During his recent interview with Tobias, Benn Eifert, CIO at QVR Advisors, discusses options trading strategies and why investors should avoid options in single names. Here’s an excerpt from the interview:
Tobias Carlisle: You find that there’s sufficient liquidity in the options, enlisted options, even in single names, to put those trades on?
Benn Eifert: Liquidity in, I would make a couple of distinctions of what we mean. On primarily what we do, we’re more index-focused than we are single-name focused. I think typically, the types of risks that a large institution is worried about from a tail-risk perspective in particular, are usually broad macro events. They’re not usually specifically trying to hedge individual equity exposures that they have, or if they do, that’s again just a very specific thing. We tend to live more in index, region, sector type of exposures.
Benn Eifert: Liquidity in general in the option markets, I think index has in our view, certainly volumes have increased and increased and increased very steadily every year for the last many years in index. Whereas, that wouldn’t be the case really in single-name options. In a single-name, option volumes have somewhat stagnated or at least grown not nearly as quickly as index. There’s a variety of reasons for that.
Tobias Carlisle: What are those reasons?
Benn Eifert: You have to think of ultimately the primary market makers in options are going to be the broker dealers and also the major electronic option market makers like Citadel and like Walleye, and various other folks. Those folks are trying to solve a pretty specific risk-management problem when they’re doing business, which is they want to do less of volume with some edge in that they’re making bids and offers and people are paying them some spread that covers some of the risk that they get into a position that moves against them.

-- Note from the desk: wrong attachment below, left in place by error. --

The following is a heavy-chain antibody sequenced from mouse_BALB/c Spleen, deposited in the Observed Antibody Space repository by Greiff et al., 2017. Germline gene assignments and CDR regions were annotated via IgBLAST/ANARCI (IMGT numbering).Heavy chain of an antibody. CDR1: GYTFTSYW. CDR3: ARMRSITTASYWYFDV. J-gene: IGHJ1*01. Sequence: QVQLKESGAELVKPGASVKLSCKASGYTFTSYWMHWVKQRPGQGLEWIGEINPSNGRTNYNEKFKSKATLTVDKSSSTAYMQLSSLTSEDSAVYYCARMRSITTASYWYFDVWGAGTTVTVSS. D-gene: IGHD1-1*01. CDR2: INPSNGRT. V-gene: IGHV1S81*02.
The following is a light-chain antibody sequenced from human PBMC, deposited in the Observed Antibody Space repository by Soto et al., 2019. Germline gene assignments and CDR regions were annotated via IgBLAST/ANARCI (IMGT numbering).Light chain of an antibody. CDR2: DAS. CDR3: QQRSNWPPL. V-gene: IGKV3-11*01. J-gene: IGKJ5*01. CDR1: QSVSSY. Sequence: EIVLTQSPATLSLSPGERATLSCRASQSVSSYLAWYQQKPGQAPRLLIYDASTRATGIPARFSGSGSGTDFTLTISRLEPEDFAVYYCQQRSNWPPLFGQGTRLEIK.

Benn Eifert: In single-names, the toxicity risk of flow is higher because people lift you on those nickel calls, on some funny company right before earnings, and just a symmetry of information is a much worse problem for a dealer. In the I would say 10 or 15 years ago banks and other organizations involved in market making were just making money hand over fist in everything that they were doing. When things are going that well, you can be aggressive across a variety of business lines that maybe aren’t as profitable for you, and just as part of an overall business. I think that’s why banks were more aggressive say even in 2008 or 2007 on some single-name related things.
Benn Eifert: Whereas index, you don’t have nearly the same asymmetric information problem, right? S&P options, for the most part, there really aren’t events in special situations of a very, very major variety. Obviously, there’s fed releases and there’s certain kinds of discrete moments when information becomes available that someone might’ve gotten a hold of. It’s just a much smaller adverse selection problem for market makers. I think that’s what’s really bifurcated the liquidity there.
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